Topics in Aphasia Management
Format(s): eWorkshop
This course includes three recorded sessions from the 2018 online conference “Improving Functional Outcomes in Aphasia.” These sessions discuss best practices for medical management, addressing cognitive impairments, and supporting patient care for individuals with aphasia. The conference included a total of 15 sessions, giving a comprehensive view of the current landscape of aphasia intervention as well as related subjects, including neuroplasticity, life participation, assessment, and more. Sessions explored practical treatment strategies to meet the needs of patients across the severity spectrum and in various treatment settings, as well as the unique needs of a range of patient subgroups.
Perspectives, SIG 1, Vol. 3, Part 4, 2018
Format(s): SIG Perspectives and Exam
The articles focus on language intervention progress monitoring for elementary students and for adolescents specifically while producing narratives and while learning morphologically complex words. The authors also address the psychometric requirements of oral and written language progress monitoring assessments. Research and theory are tied to practical clinical application with specific examples.
The Subtle Presentation of Autism: Core Features, Gender Differences, Motivation, and Self-Regulation
Format(s): Streaming Video
In this presentation, Donna Henderson will discuss the core features of autism as they present in children and adolescents with subtle manifestations of symptoms. She will also focus on the particular challenge of recognizing autism in girls. Then William Stixrud will discuss the motivational and self-regulatory challenges experienced by students with a mild presentation of autism and will emphasize the importance of supporting the development of autonomy.
Perspectives, SIG 10, Vol. 3, Part 2, 2018
Format(s): SIG Perspectives and Exam
The first article discusses a feasibility study to determine whether brief, recorded teaching modules would increase the use of evidence-based vocabulary instruction by undergraduate clinicians. The second article consists of a study designed to develop a method for assessing speech-language pathology author impact as a function of institution and comparing the results to recent college rankings of speech-language pathology graduate programs. The final article describes the development of an elective course on electroencephalographic research methods designed to encourage Master of Science students to pursue academic and research careers in Communication Sciences and Disorders.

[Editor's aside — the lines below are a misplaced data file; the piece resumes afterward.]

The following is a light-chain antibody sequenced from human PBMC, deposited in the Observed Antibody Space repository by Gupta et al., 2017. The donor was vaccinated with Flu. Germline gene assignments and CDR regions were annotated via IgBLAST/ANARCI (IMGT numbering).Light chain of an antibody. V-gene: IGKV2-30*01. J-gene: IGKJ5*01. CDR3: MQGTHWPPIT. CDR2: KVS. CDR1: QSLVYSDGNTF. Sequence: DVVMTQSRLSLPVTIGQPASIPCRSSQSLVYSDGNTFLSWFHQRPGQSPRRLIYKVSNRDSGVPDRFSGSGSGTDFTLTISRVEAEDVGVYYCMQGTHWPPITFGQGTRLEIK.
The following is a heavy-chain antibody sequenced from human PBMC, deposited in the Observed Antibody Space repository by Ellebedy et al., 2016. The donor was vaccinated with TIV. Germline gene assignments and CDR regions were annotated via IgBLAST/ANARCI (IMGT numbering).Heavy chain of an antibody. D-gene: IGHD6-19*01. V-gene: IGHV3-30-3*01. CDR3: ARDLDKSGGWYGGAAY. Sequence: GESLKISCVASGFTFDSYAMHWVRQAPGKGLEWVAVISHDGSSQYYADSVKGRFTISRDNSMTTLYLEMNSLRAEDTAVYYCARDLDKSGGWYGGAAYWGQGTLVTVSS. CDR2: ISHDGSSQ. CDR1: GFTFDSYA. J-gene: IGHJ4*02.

Perspectives, SIG 12, Vol. 3, Part 4, 2018
Format(s): SIG Perspectives and Exam
In these articles, the authors explore augmentative and alternative communication (AAC) that are bilingual and use English as a second language. Authors also reflect on the cultural and diverse children that use AAC. McNamara considers the established research in bilingualism in the typically developing population and those with speech language disorders to propose guidelines for best practice in bilingual AAC. Yu reviews topics that include studies comparing the developmental outcomes between monolingual and bilingual children on the autism spectrum and studies on the role of home language development in English acquisition. The purpose of Mindel and John’s article is to increase the competency of school-based speech language pathologists who are increasingly working with culturally and linguistically diverse student populations using AAC. Johnston, O’Neill, and Schumann’s article provides interventionists with a strategy for comparing the efficiency of initial graphic symbol acquisition in an individual’s first and second language for English language learners who use AAC during functional communication training. McNamara considers the established research in bilingualism in the typically developing population and those with speech language disorders to propose guidelines for best practice in bilingual AAC. Wagner outlines some commonly heard questions and concerns professional and families share with regards to bilingual AAC intervention and shares some resources for selecting, customizing, and designing robust bilingual AAC system, strategies for teaching core words each month and ways to incorporate both paper-based and electronic-based AAC tools. Solomon-Rice and Soto discuss project scholars who receive evidence-based training in AAC assessment, AAC intervention, collaborative teaming, AAC applications supporting the language and literacy of culturally and linguistically diverse children, and professional development in collaborate AAC settings.